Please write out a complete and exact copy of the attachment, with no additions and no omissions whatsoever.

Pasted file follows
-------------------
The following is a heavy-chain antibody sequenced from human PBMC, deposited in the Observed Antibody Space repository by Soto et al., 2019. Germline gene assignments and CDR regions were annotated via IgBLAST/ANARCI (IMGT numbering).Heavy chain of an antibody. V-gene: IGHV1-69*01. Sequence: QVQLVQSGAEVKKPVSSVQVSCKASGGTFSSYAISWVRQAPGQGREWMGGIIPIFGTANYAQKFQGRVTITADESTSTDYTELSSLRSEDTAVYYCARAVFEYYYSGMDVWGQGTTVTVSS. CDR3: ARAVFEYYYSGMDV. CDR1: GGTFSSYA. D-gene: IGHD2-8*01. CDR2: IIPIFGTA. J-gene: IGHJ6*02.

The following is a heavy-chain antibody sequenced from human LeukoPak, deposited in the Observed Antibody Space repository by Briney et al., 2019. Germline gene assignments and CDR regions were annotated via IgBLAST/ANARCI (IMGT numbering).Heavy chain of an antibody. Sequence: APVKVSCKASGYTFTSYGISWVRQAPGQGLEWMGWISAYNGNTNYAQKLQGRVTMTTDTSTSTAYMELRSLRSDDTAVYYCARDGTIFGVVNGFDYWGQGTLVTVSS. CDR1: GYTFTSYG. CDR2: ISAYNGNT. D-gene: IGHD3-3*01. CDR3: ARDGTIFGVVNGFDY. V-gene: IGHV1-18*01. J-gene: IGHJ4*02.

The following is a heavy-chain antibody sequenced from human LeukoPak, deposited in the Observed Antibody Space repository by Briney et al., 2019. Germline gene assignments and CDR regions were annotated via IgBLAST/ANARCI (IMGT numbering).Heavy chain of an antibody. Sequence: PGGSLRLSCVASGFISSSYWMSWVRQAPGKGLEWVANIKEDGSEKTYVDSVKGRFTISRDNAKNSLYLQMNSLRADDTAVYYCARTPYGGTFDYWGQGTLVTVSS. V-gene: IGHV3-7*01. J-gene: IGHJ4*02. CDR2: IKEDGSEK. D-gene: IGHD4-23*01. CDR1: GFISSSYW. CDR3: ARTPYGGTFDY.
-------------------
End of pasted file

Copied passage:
The following is a heavy-chain antibody sequenced from human PBMC, deposited in the Observed Antibody Space repository by Soto et al., 2019. Germline gene assignments and CDR regions were annotated via IgBLAST/ANARCI (IMGT numbering).Heavy chain of an antibody. V-gene: IGHV1-69*01. Sequence: QVQLVQSGAEVKKPVSSVQVSCKASGGTFSSYAISWVRQAPGQGREWMGGIIPIFGTANYAQKFQGRVTITADESTSTDYTELSSLRSEDTAVYYCARAVFEYYYSGMDVWGQGTTVTVSS. CDR3: ARAVFEYYYSGMDV. CDR1: GGTFSSYA. D-gene: IGHD2-8*01. CDR2: IIPIFGTA. J-gene: IGHJ6*02.

The following is a heavy-chain antibody sequenced from human LeukoPak, deposited in the Observed Antibody Space repository by Briney et al., 2019. Germline gene assignments and CDR regions were annotated via IgBLAST/ANARCI (IMGT numbering).Heavy chain of an antibody. Sequence: APVKVSCKASGYTFTSYGISWVRQAPGQGLEWMGWISAYNGNTNYAQKLQGRVTMTTDTSTSTAYMELRSLRSDDTAVYYCARDGTIFGVVNGFDYWGQGTLVTVSS. CDR1: GYTFTSYG. CDR2: ISAYNGNT. D-gene: IGHD3-3*01. CDR3: ARDGTIFGVVNGFDY. V-gene: IGHV1-18*01. J-gene: IGHJ4*02.

The following is a heavy-chain antibody sequenced from human LeukoPak, deposited in the Observed Antibody Space repository by Briney et al., 2019. Germline gene assignments and CDR regions were annotated via IgBLAST/ANARCI (IMGT numbering).Heavy chain of an antibody. Sequence: PGGSLRLSCVASGFISSSYWMSWVRQAPGKGLEWVANIKEDGSEKTYVDSVKGRFTISRDNAKNSLYLQMNSLRADDTAVYYCARTPYGGTFDYWGQGTLVTVSS. V-gene: IGHV3-7*01. J-gene: IGHJ4*02. CDR2: IKEDGSEK. D-gene: IGHD4-23*01. CDR1: GFISSSYW. CDR3: ARTPYGGTFDY.